7 Sins of Media Releases

    December 23, 2002

“You need serious liposuction!” I told a participant in a recent teleseminar. No, I wasn’t referring to her size — but rather, the length of her media release which tipped the scales at 3 bloated pages. It’s natural to “sin” when it comes to writing media releases, since we are full of enthusiasm for our books and products. But as someone who receives over two hundred media releases a week, here is a brief checklist of what to do before you send out your releases.

1. Target your Audience Carefully!

Not everyone in the world needs to read your news release, so be sure to send your release to publications and shows that typically use news of your type.

Some people think that blanketing the world with your releases will do no harm, but watch out! When editors and producers mark you as not relevant to their market, they’ll dismiss you. When you do finally get relevant news, they won’t even look at it.

2. Make your Headline a Killer!

The headline must be compelling, magnetic, and scream out relevance to the market! Unless your headline clearly suggests why an editor or producer should bother reading your release, keep it on your desk until it does.

3. Define Your Angle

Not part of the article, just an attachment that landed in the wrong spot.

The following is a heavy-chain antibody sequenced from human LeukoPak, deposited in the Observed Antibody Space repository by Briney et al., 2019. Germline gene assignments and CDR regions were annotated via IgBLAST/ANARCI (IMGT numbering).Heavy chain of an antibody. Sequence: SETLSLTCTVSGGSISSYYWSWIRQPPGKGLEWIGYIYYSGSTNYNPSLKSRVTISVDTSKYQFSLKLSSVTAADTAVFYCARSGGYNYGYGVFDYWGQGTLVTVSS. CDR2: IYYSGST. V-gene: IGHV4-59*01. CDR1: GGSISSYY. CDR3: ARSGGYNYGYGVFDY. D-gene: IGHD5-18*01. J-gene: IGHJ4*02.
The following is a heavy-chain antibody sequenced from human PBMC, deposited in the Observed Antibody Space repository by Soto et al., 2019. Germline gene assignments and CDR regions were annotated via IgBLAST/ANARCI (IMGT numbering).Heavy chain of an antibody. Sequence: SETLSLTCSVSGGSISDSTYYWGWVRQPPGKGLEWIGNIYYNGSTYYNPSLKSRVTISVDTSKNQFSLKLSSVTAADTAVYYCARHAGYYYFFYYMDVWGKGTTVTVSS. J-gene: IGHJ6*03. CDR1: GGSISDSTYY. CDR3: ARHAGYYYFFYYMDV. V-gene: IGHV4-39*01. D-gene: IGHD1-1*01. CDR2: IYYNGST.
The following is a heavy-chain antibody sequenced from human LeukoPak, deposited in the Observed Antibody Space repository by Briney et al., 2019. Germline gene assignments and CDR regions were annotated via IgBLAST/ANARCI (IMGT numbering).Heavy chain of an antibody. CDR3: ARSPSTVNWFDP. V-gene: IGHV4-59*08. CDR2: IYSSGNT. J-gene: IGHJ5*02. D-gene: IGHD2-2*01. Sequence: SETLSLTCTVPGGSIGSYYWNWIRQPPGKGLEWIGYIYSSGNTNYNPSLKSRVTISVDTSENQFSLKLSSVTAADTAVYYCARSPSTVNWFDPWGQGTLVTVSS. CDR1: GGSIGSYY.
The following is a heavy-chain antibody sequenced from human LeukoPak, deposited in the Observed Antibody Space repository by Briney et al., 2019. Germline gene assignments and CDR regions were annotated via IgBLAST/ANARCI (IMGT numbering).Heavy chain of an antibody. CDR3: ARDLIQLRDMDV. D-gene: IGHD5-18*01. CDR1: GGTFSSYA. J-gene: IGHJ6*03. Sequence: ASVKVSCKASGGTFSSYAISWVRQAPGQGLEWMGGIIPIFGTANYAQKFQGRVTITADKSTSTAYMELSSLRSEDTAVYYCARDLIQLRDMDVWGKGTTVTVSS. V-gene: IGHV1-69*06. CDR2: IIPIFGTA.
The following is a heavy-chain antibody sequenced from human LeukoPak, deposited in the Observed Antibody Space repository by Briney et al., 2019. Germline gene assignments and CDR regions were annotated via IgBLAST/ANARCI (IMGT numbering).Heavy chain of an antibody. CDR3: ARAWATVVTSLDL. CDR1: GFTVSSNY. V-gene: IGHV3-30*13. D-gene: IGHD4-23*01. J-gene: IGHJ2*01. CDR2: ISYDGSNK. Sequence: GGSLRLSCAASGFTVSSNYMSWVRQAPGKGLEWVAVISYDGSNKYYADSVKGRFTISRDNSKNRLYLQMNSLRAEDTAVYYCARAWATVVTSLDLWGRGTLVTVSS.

You must define your angle for each audience the release is to reach. I didn’t say, “write a new release” for each market, just tweak the headline so it reflects a specific angle that has relevance to that market.

The reason is because editors only want relevant material that matches their audience’s interest. Otherwise, why would they care?

4. Why now?

In other words, explain why this particular editor or producer needs the information now instead of last week or two weeks from today.

Again, the “why now” question should be addressed in your headline, or at least, the first sentence of your release. A good way to brainstorm is to look at what’s on the front page of your paper and tie it in with what you have to promote.

5. Liposuction is welcome.

Keep the release slim and shapely, one page, double-spaced, with lots of white space. Editors and producers won’t read more.

6. Personalize with pictures.

That’s right! It’s **good** to use pictures in your release. The wackier the better for attention grabbing, and make sure to include a clever caption.

7. Take off that “official hat!”

Even the most creative writers clam up when it’s time to write a release, mistakenly thinking it’s an “official document” instead of a tantalizing page of colorful words designed to get you on radio, TV, and in print!

2003 Maria Marsala. I help business owners make and keep more of their hard earned money. Join “Elevating You” ezine and request a complimentary consultation at http://coachmaria.com/consultation.